The writing by Sai Kabir and Amit Tiwari had more loopholes than a sieve. Nawazuddin’s character takes stuff like dresses and even cars from the shooting unit, and uses it for personal use, with no consequence whatsoever. How? Nawazuddin’s character suddenly becomes a drug dealer with no explanation as to how he met the person supplying him with the drugs. To add to that, when the police catch hold of him, there isn’t any mention of the people who got Nawazuddin into this profession in the first place. Then, there is no mention or showing of his court dates. What happened to the younger sister? Did Avneet’s parents never try to do anything for their daughter? What happened to Avneet's daughter? Did she never fight for her own child as Rani Mukerji did in ‘Mrs Chatterjee Vs Norway’? Well, the list can go on and on and on. The writing of the climax needed to stitch together all these loose ends which would have made the story more wholesome. All of this totally makes you forget the brilliance with which they’ve shown the travails of young girls and boys coming to Mumbai from small towns in order to make a name for themselves in the film industry. That part is so well-researched and written that as a viewer you’ll eventually start hating the workings of the film industry.
Sai Kabir, as an experienced director, should have brought together all the loose ends to a proper closure through his vision. Sadly, that didn’t happen. To add to that, in order to tie the dramatic storyline, he resorted to a very commercial potboiler of a climax. It’s so masala laden that you’re left thinking that you’re watching a Priyadarshan movie. The climax was unexpected and it didn’t do the trick, honestly. A much more subtle ending could have made the gravitas of the plotline come out even more seriously and effectively.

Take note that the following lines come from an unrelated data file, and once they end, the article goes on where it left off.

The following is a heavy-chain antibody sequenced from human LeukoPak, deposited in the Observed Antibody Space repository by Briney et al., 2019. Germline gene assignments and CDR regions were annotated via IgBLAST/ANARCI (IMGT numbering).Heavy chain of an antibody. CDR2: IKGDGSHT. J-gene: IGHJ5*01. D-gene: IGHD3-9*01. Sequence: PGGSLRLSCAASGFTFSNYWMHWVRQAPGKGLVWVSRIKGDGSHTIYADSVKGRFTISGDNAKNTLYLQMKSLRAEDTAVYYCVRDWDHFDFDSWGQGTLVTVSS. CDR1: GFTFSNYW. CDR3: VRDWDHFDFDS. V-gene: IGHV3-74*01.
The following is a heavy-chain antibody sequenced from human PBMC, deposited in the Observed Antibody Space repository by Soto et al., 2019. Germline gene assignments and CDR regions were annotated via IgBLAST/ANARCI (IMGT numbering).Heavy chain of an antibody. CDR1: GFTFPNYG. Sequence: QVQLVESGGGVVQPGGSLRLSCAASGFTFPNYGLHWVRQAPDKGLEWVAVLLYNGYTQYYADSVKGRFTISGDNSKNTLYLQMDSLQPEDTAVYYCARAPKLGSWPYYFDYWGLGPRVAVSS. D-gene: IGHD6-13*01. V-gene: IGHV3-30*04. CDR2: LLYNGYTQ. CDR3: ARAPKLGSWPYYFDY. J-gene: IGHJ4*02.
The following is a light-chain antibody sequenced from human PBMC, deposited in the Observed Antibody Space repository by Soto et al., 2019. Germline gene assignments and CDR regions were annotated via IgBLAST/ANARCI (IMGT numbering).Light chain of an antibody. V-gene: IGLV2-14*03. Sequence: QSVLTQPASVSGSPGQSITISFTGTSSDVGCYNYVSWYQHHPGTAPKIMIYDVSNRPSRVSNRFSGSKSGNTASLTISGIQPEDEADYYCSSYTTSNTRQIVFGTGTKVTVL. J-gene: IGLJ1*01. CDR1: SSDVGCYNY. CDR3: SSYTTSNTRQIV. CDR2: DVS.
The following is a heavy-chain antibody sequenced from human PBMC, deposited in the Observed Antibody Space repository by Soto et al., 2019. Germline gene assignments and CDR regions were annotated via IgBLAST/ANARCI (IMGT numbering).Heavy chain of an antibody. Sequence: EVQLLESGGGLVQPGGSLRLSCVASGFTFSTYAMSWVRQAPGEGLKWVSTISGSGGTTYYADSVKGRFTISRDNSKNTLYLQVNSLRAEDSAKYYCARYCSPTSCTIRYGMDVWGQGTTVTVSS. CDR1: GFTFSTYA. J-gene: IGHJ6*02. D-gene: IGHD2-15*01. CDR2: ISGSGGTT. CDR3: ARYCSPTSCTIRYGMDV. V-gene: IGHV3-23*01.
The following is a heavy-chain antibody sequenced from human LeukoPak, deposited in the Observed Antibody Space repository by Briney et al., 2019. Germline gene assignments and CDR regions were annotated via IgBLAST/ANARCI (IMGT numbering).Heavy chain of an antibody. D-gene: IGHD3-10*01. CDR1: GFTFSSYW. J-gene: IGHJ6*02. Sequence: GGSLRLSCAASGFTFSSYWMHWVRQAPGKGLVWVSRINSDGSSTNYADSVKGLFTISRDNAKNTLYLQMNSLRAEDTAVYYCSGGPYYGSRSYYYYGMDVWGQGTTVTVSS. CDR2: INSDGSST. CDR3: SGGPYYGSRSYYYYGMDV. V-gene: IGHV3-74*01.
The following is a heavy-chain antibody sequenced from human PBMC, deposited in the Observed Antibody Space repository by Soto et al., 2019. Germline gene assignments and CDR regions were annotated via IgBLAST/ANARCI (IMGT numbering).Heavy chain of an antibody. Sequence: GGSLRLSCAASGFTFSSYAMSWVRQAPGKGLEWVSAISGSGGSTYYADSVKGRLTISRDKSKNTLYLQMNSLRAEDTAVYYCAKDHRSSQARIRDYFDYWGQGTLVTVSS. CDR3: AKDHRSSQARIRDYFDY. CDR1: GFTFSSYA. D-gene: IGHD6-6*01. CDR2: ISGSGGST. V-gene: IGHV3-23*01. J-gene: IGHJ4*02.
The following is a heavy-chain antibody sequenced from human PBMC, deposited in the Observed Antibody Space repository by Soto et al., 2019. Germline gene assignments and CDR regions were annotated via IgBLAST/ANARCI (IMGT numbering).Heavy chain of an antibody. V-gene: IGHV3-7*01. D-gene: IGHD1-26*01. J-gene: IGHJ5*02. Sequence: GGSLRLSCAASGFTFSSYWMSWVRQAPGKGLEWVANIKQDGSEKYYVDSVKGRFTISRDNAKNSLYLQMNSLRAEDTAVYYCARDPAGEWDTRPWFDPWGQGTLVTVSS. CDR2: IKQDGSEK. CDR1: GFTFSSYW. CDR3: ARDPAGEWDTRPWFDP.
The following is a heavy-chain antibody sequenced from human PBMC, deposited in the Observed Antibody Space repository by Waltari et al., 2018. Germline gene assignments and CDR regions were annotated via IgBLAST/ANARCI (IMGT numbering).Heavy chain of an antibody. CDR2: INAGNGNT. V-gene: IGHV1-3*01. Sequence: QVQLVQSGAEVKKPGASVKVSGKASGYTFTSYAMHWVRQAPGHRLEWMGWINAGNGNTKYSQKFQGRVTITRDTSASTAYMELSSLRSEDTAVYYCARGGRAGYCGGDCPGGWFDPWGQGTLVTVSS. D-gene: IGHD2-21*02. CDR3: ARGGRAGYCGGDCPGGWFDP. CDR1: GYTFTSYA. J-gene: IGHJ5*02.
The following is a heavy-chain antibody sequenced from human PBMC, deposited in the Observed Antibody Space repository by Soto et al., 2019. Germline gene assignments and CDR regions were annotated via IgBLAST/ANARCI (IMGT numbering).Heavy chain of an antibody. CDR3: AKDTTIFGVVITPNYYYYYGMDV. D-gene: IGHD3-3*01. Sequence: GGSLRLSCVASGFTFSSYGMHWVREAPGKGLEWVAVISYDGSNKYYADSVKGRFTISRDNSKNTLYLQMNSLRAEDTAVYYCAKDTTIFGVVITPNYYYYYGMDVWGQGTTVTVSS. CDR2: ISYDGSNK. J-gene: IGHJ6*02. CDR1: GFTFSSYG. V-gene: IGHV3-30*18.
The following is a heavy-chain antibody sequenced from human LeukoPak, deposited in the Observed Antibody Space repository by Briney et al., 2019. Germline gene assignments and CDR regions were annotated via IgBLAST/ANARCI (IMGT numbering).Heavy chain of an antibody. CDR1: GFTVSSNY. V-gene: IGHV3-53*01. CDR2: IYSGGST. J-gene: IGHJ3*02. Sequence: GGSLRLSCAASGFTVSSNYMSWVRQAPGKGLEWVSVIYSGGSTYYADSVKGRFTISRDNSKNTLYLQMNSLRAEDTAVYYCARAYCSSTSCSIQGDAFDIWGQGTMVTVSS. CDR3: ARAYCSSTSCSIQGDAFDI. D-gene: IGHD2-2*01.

The cinematography by Fernando Gayesky is good. It’s pretty much the best part about ‘Tiku Weds Sheru’. He has managed to show a perspective of Mumbai that not many mainstream films try to portray. The inner workings of the film industry have been depicted very realistically onscreen.
Ballu Saluja’s editing is decent. He has managed to keep the film crisp and short, which is good. The film had already started feeling like a drag act (pun intended) by the time the climax came in, so it was good that Saluja wrapped it up pretty quickly. Otherwise, it would have been an even messier film.
Gaurav Chatterji and Sai Kabir’s music is another highlight of the film. Songs like ‘Intezaar Tha’ and ‘Tum Se Milke’ stay with you long after the movie’s over. Probably they could even find a place in your playlists.
‘Tiku Weds Sheru’: Can Kids Watch It?
‘Tiku Weds Sheru’ tries to be too many things, and fails at quite a few of them. It tries to tell a story of the troubles girls and boys face in Mumbai when they come to join the film industry from small towns in India. It also talks about the ills of the film industry, and how youngsters are exploited. It shows these aspects pretty well. It also tries to show how the city of Mumbai is always ready to accept everyone coming up but doesn’t spare anyone from the horrors it holds in its underbelly. However, where the film falls flat the most is when it comes to the climax which absolutely massacres the intentions with the most commercial masala potboiler of an ending. Nawazuddin Siddiqui deserved a better character, even though Avneet Kaur was absolutely stunning. Overall, this is a decent Average Watch. I am going with 2.5 stars.